Let us imagine that we have The Devil Tarot card as Card 1. This would tell us that the client should learn much about facing their fears by taking a positive choice and so not staying dependent on what they have now, that they are trapped by their fears and need to move on.
If we had The Devil card as Card 2 in the Tarot spread however, it would be telling our client that great fear would be induced if they went forward with their choice, that they would be making the decision based on false impressions and that in fact they may have become a little obsessed with the subject and need to let go. This illustrates the two sides of a Tarot card; remember that both are always there, in what we could call the energy of the card.
Let’s take a look at a Tarot card that is usually seen as a ‘good’ card so we can also see how it has both sides to it, just the same as The Devil can have his good points! Card 14 in the Major Arcana is Temperance, and usually shows an ’Angel of Peace’ on it. Here’s the Rider Waite version of the card:
This Tarot card is certainly one you would be pleased to see turn up in your Tarot spread. Its interpretation is usually that it indicates a time of peace, of acceptance, harmony and understanding, of feeling balanced and contented within and of kindness. Certainly these are the things you would predict as an outcome if this card appeared as Card 1 of our Diamond Spread.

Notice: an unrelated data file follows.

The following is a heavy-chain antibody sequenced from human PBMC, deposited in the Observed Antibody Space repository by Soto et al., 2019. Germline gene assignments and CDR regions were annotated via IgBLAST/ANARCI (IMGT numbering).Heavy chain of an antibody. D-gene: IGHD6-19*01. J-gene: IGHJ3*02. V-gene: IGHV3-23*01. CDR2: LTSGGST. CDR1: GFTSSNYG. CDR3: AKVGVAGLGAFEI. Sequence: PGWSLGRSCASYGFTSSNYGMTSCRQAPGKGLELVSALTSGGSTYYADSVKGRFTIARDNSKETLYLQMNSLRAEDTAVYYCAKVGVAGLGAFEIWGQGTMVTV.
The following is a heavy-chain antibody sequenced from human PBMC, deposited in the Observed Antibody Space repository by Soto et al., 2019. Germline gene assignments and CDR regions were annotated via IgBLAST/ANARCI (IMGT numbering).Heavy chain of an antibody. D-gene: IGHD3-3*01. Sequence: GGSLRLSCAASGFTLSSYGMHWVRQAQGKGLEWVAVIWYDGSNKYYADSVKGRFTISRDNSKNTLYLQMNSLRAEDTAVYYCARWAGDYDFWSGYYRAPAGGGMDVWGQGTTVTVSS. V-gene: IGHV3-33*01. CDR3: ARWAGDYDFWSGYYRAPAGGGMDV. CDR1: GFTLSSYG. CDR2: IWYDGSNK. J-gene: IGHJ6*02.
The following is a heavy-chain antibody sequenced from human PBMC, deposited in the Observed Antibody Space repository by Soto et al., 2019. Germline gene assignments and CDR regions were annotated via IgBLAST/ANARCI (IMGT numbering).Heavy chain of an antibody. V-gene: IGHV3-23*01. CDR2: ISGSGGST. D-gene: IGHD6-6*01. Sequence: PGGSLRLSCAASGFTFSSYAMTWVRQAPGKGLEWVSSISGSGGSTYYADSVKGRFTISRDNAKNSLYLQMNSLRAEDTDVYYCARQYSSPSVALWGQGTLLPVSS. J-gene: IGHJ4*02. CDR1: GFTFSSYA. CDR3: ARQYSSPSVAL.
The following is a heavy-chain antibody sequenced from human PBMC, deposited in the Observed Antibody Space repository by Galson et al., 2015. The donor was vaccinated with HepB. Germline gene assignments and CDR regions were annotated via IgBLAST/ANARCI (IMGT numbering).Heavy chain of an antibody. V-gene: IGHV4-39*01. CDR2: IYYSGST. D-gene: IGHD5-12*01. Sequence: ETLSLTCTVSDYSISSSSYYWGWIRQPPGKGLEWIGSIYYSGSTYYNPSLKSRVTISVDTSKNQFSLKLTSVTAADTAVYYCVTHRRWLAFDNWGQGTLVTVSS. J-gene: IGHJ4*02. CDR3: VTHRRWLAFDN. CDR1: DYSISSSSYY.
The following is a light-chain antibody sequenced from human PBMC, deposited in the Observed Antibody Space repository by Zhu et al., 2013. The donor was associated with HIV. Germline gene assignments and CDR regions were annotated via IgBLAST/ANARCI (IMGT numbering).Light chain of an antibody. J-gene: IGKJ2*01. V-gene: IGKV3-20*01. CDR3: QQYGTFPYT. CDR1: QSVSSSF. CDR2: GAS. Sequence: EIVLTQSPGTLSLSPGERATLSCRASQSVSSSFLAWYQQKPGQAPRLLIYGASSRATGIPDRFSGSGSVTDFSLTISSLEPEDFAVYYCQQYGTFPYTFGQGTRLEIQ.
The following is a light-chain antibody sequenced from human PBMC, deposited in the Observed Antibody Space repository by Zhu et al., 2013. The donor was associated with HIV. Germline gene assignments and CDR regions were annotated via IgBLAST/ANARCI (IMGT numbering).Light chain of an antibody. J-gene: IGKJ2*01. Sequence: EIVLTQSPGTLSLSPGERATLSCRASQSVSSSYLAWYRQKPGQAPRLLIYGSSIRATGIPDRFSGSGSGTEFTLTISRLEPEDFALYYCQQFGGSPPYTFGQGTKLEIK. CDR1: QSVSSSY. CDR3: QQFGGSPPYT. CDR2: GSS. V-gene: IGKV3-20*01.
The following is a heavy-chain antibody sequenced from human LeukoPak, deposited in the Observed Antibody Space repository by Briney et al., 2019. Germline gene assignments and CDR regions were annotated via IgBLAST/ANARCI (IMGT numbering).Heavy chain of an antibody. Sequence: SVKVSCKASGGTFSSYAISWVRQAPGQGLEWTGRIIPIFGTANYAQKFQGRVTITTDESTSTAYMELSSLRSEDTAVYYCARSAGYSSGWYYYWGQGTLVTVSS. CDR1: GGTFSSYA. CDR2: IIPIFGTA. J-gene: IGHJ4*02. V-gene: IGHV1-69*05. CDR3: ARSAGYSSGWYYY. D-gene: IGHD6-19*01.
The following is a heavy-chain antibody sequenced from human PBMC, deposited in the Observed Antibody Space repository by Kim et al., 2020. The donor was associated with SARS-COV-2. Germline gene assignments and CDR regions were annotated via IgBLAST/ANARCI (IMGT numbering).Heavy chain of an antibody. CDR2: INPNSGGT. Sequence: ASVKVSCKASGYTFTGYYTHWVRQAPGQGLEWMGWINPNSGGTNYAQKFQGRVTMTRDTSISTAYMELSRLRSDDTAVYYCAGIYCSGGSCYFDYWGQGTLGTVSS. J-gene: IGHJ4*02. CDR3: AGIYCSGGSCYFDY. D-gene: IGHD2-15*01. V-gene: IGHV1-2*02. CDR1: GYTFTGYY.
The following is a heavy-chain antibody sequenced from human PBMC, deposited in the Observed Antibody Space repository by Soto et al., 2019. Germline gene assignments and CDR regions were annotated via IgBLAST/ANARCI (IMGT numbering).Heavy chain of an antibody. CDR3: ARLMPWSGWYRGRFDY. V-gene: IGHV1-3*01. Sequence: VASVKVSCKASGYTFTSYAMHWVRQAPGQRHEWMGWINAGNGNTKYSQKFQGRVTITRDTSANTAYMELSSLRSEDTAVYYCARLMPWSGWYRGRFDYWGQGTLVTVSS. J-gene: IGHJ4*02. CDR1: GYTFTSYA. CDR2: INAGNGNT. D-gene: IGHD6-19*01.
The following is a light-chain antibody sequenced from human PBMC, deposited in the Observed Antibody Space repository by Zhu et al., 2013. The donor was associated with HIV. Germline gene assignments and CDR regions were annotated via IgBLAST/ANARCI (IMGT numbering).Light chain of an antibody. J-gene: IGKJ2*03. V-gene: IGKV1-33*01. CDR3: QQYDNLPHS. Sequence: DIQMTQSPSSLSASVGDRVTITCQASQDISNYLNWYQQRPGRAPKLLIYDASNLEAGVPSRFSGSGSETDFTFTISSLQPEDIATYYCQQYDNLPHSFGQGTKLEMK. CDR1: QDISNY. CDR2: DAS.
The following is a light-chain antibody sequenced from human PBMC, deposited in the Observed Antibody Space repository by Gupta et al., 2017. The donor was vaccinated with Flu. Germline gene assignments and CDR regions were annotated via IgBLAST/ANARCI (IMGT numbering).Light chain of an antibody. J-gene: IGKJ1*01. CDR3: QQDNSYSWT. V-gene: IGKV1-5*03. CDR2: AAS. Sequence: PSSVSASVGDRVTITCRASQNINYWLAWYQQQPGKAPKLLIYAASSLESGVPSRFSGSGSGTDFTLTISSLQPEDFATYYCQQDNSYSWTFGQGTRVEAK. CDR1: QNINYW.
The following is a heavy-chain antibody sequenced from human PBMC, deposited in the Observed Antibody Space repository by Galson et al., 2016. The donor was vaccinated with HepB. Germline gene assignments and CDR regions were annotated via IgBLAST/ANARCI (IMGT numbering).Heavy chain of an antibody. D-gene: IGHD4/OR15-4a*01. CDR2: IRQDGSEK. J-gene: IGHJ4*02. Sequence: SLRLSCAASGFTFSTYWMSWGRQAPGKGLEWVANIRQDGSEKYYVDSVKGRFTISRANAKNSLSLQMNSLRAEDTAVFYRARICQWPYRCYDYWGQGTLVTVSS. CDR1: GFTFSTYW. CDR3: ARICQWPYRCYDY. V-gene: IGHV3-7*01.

However if it turned up as Card 2, it would show us that a lack of interest and a dull passivity and unmotivated acceptance would be the outcome, the client would take an attitude of ‘whatever will be’ and just comply with others wishes regardless of their own needs and motives. In effect they would become something of a victim and give their power away. This placing shows the ‘flip’ side to this card so we can see again that both positive and negative poles are present in every card, wherever it may be in a Tarot spread.
The so-called positive and negative sides of each Tarot card can also be seen in which way up the card faces when you deal them out. Most books on the Tarot give you two meanings for each card, one for the card being dealt the right way up and one for it being dealt upside down, or ‘reversed’. Once you have shuffled your cards the traditional way of dealing them out is to turn them over sideways, not end on end so you keep which way up the card is facing.